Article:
The wealth of information in Gamble's book clearly indicated that the steam was used to render the wood rosin from the stumps and to provide heat for distillation. Although I had answered the original question regarding the extraction of rosin, sections of the book described huge, unbelievable large, shipments of naval stores by ocean freight around the globe. Further investigation revealed that in large measure the shipments were driven by the British. It seems they had done a poor job of managing their forest resources which left them unable to produce naval stores in England and to keep their extensive fleet afloat had to import the sealing materials from distant locations. Note that pine rosin's nearly total lack of solubility in water is the single attribute that made it as valuable as it was in the late 1800's.
Although Maude was located near the western most boundary of the naval stores production area in the United States, its proximity to the Mississippi River and the Port of New Orleans must have been a distinct advantage to processors here.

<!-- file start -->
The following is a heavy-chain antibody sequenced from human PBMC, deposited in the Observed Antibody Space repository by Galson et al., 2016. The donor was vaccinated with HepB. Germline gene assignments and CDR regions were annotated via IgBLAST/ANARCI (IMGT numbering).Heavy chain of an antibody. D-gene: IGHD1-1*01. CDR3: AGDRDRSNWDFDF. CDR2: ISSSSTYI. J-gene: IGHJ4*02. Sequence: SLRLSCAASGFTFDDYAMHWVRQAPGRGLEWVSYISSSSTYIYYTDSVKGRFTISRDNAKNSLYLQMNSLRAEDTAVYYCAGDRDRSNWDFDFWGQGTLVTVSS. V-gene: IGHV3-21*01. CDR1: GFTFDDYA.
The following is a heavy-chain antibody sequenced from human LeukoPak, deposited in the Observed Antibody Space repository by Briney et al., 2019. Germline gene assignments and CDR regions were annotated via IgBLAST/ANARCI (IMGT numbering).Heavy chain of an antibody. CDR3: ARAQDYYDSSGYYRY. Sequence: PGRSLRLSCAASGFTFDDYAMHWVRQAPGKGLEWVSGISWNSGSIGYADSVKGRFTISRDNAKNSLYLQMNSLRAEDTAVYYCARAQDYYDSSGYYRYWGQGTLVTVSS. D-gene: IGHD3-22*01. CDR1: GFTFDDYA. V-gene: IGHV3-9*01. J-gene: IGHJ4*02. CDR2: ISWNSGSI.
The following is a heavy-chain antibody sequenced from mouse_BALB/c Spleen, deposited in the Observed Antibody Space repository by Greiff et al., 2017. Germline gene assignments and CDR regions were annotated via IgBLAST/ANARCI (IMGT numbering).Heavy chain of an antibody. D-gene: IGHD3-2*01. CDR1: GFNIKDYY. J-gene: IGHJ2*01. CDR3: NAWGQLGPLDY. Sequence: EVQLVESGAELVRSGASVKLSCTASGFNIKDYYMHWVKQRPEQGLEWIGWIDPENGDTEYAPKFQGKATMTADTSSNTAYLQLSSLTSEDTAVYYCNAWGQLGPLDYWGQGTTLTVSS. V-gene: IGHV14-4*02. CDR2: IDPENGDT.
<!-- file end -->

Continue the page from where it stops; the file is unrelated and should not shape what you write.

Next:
As the details of Maude's story began to unfold, all the components meshed. The pieces fit perfectly with the stories told by Sam Boss a half-century ago. So in truth, the old town was a significant player on the world stage as it existed in the 1800's.
I often wondered why I felt so linked to Maude for such a long time. Was it just a childhood infatuation, or was its resurrection a means of giving the legacy to Sam Boss that he deserved but never got, or had I unknowingly developed some paranormal bond with the town's former residents? The answers to these questions could not to be found in Gamble's book and remain a mystery.
So, Shady Pond is actually located at Maude and it always has been; a little known fact among the living but common knowledge among the ghosts.
The Galkowski Tradition
The season of 2010 was extra special for the Galkowski family. It was their 25th consecutive year purchasing Christmas trees at Shady Pond Tree Farm. Knowing this milestone was coming, we wanted to acknowledge the occasion with a special gift. Fortunately, we got an early start on the project because it proved to be far more difficult than originally expected.